COVID-19 has brought with it plenty of change and transformation, which extends to the preferences, behaviours, and demands of various travel source markets around the globe – China included. Below is a look at how the market has evolved since the COVID-19 pandemic began.
1. Demand for types of experience
Pre-COVID, most Chinese travellers made their way to Africa to embrace the affordable shopping experiences. However, there’s been a distinct shift away from that trend with post-COVID Chinese travellers now in search of more meaningful experiences focused on wildlife, nature, culture, and heritage. A country that boasts over 500 000 years of history, it’s understandable why Chinese travellers are innately curious and place value on learning about other cultures’ heritage.
2. Marketing consumption
Reaching the prospective Chinese tourist is currently an obstacle for the African travel and tourism market. According to experts, it’s a matter of splitting focus between B2B and FIT. A B2B database overhaul is recommended as is re-looking at China-centred campaigns, all while exploring the many digital avenues available, such as social media, e-learning, and other interactive modes of communication, like virtual roadshows.
From a FIT perspective, marketing must be aimed at communicating why a destination is China-ready and that it’s possible for FIT travellers to seamlessly navigate their holidays without any need for a guide.
3. Travel behaviour
China has been the world’s largest source market since 2012. Pre-pandemic, it’s estimated that 169 million Chinese people travelled in 2019 and spent approximately double compared to American travellers, three times compared to German travellers, and four times compared to British travellers. Since COVID, the Chinese economy and travel behaviour has steadily recovered with travel numbers now topping pre-pandemic levels. As of mid-2021, flight tickets and hotel bookings are up by 100%.
4. Traveller preferences
Chinese travellers are looking for customised travel suited to smaller groups, opportunities to enjoy outdoor activities and adventures, longer stays (usually more than a week), the freedom to explore safety-first destinations, stays in luxury hotels, less crowded locations, self-drive holidays, health and wellness vacations, and getaways that involve rural and heritage-focused experiences.
Chinese travellers are also known to be quite busy, always striving to do more and see more in less time. They’re hungry for experiences and aren’t satisfied by the idea of sitting around for long periods of time.
These travellers also prefer to travel seasonally, with Chinese New Year (January – February) and the Golden Week Holiday (1 – 7 October) dictating their peak travel periods, thus allowing African travel suppliers to plan ahead for their arrival.
5. From planning to booking
According to statistics released by Booking.com, advance booking isn’t as big a priority for Chinese travellers in post-COVID times, with 17% of survey respondents claiming to have already booked their next trip. 44% of respondents, however, did claim to have travel plans that they had yet to act on. Of those survey respondents who didn’t already have travel plans or bookings, 28% admitted to thinking about their next trip, with only 12% claiming to steer clear of travel within the next 12 months.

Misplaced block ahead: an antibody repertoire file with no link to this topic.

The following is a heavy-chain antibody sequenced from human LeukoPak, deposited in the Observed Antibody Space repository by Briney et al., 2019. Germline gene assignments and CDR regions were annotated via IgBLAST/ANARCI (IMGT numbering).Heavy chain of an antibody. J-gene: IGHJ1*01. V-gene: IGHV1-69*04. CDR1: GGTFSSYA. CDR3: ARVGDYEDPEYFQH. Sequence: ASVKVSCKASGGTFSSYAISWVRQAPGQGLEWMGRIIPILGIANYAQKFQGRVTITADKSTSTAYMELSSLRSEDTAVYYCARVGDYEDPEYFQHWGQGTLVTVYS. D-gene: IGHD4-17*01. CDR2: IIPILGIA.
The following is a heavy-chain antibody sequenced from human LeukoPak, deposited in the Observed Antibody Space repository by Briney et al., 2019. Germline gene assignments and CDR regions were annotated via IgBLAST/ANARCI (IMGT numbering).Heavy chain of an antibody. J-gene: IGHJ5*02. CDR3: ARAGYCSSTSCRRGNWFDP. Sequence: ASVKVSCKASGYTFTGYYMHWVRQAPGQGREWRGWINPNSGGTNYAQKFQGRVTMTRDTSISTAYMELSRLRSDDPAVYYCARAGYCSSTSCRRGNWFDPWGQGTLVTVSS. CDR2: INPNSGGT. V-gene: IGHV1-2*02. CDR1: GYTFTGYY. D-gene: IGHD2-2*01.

6. Tips for adapting to the needs and demands of the Chinese source market
The primary emphasis should be on communicating to this market that Africa is China-ready. Travel suppliers must be supplying details on what destination countries in Africa are doing to ensure that Chinese visitors feel welcome and respected from the time of their arrival. It’s not necessarily about more Africans learning to speak the language or putting up Chinese-friendly signage. Rather it’s about taking the time to understand the needs of the Chinese traveller, their culture, and what it takes for them to feel comfortable.
Secondly, travel suppliers must be communicating why African countries are safety-first destinations, providing details regarding vaccination statistics, COVID health and safety protocols, etc.
Finally, there needs to be a strong emphasis on communicating the unique selling points of various African countries, working to dispel the common misconception in China that Africa is a homogenous country. What makes each country stand out? Why is a country worth the long-haul flight to get there? What are the local cultures and unique activities and experiences on offer across the continent?
Promotion is key – the more you promote, the more you attract.
7. Overcoming obstacles to reaching the Chinese source market
There are currently four main obstacles making it difficult for African travel suppliers and booking agents to reach the Chinese source market:
- Low awareness: Many Chinese people are unaware of what makes African countries unique or that Africa is travel-safe and travel-ready.
- Competition with similar products: China is situated much closer to other destinations offering similar products and experiences, such as beach getaways and wildlife holidays. Travel suppliers must emphasise why it’s worth it for a prospective Chinese traveller to travel further.
- Low China-readiness: African travel suppliers must take action to delve deeper into Chinese culture and traveller demands and preferences to provide a tailored offering and to ensure that all Chinese visitors feel welcome and respected throughout the journey.
- Language barrier: Few Africans can communicate with Chinese visitors in their native tongue, making day-to-day communication challenging.
Itineraries requested from the Chinese market
According to the graph below (sourced from wetu’s itinerary generator software), the Chinese market still has a long way to go to in terms of their post-pandemic recovery.